We believe that these diaries accurately reflect the mind of one of our outstanding national leaders; if the reflection seems clouded it may not be the fault of the mirror.Hacker himself processed events in a variety of ways, and the readers will have to make their own judgement as to whether any given statement represents
(a) what happened
(b) what he believed happened
(c) what he would like to have happened
(d) what he wanted others to believe happened
(e)what he wanted others to believe that he believed happened.
As a general rule, politicians' memories are less reliable about failure than successes, and about distant events than recent ones.People in privileged positions often look down upon those who are less privileged. They are wont to say that their success is due to hard work and that luck has nothing to do with it. The curious aspect is that when those who are on the other side of the fence find themselves in a position of privilege, they think and behave in the same fashion that they had despised earlier. The authors of Mistakes Were Made (But Not by Me) write:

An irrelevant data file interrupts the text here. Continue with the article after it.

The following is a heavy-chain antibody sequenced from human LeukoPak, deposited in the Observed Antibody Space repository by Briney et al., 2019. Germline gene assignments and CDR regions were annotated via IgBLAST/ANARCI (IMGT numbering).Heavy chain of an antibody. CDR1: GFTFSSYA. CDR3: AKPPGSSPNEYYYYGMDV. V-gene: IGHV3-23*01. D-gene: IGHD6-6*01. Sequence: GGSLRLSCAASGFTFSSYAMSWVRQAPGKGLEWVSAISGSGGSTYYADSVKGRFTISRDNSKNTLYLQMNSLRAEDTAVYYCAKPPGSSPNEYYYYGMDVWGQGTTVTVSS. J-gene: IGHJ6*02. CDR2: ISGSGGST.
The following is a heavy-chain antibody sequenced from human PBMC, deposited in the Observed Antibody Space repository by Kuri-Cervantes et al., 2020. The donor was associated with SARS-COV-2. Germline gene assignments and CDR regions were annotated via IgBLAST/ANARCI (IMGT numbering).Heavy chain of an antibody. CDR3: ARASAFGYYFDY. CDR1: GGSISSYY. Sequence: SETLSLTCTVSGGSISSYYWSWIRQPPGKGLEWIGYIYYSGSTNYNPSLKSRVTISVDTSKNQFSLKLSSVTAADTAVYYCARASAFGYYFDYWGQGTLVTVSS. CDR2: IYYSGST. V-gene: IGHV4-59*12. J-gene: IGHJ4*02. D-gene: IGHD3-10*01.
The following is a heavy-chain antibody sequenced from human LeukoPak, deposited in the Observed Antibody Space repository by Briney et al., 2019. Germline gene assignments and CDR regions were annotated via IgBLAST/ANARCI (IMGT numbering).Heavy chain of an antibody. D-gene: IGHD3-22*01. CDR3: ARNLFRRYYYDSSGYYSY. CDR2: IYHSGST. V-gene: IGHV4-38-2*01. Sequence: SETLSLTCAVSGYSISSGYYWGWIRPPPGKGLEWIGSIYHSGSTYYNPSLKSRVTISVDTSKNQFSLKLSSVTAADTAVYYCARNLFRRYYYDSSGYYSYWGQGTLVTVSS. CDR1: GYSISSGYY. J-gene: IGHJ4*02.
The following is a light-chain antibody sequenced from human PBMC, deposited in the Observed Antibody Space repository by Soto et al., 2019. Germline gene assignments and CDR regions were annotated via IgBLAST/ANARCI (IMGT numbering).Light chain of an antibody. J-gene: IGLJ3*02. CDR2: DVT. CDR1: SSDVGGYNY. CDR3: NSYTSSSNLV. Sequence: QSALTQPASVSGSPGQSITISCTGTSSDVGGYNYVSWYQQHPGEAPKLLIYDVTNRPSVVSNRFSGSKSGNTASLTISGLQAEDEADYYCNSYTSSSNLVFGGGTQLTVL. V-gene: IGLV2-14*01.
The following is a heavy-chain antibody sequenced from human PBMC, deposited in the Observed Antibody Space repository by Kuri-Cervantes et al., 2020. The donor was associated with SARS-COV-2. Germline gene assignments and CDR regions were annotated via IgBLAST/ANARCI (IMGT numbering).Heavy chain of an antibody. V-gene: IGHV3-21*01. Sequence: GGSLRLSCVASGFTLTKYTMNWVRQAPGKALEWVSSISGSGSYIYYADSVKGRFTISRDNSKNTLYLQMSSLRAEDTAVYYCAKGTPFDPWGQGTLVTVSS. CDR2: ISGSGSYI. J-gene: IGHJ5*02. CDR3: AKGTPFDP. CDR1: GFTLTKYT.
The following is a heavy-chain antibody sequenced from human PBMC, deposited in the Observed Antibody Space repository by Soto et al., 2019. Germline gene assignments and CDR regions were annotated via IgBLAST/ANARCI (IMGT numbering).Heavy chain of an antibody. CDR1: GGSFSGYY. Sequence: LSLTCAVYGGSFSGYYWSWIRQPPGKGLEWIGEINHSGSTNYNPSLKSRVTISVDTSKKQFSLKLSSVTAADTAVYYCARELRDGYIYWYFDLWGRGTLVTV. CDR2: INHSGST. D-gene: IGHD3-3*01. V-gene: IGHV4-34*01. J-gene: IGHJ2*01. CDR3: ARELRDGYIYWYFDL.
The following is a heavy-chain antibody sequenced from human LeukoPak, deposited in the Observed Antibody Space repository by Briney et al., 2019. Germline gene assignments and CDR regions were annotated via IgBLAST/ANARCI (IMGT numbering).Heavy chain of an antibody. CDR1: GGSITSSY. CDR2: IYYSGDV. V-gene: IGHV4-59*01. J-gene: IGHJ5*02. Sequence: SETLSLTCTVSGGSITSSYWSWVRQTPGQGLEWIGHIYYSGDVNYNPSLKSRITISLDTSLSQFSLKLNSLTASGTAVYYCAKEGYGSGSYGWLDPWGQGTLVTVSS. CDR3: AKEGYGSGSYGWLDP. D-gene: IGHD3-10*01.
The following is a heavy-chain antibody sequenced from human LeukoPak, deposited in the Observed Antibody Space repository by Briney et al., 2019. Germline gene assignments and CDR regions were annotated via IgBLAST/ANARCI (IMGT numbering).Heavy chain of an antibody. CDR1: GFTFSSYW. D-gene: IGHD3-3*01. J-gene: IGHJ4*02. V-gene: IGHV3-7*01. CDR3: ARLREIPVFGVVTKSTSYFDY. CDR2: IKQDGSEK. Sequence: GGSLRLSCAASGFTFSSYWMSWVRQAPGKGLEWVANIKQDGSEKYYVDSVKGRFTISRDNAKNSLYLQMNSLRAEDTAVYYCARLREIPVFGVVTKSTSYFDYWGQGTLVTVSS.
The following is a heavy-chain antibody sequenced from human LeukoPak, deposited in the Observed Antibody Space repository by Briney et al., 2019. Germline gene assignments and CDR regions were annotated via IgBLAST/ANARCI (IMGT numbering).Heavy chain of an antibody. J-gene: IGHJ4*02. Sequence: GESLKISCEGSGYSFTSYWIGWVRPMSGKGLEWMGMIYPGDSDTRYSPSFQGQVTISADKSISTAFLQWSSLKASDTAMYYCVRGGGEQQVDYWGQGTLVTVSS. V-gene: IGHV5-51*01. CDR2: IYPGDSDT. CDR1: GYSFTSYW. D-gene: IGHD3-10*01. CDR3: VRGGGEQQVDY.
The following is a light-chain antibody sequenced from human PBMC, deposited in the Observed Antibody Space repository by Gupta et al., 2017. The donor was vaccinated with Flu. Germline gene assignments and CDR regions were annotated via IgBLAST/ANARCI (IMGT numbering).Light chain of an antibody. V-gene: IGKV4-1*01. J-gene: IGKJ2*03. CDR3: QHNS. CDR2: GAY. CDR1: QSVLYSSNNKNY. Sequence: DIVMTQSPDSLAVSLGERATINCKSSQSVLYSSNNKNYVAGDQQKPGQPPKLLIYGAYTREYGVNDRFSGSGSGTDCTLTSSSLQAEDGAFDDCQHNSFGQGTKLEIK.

All of us are unaware of our blind spots as fish are unaware of the water they swim in, but those who swim in the waters of privilege have a particular motivation to remain oblivious. When Marynia Farnham achieved fame and fortune during the late 1940s and 1950s by advising women to stay at home and raise children, otherwise risking frigidity, neurosis, and a loss of femininity, she saw no inconsistency (or irony) in the fact that she was privileged to be a physician who was not staying at home raising children, including her own. When affluent people speak of the underprivileged, they rarely bless their lucky stars that they are privileged let alone consider that they might be over privileged. Privilege is their blind spot. It is invisible; they don't think twice about it.; they justify their social position as something they are entitled to. In one way or another, all of us are blind to whatever privileges life has handed us, even if these privileges are temporary. Most people who normally fly in what is euphemistically called the 'main cabin' regard the privileged people in business and first class as wasteful snobs, if enviable ones. Imagine paying all that extra money for a short, six- hour flight! But as soon as they are the ones paying for a business seat or are upgraded, that attitude vanishes, replaced by a self-justifying mixture of pity and disdain for their fellow passengers, forlornly trooping past them into steerage.'It is a good Divine that follows his own instructions', said Portia in The Merchant of Venice. Not many are that wise. What it all boils down to is that, in spite of the splendid achievements of many individuals down the ages, we are not much more than flawed primates recently descended from the trees which had made Bertrand Russell remark," It has been said that man is a rational animal. All my life I have been searching for evidence which could support this." Here is Carol Tavris talking about her book at Point of Inquiry.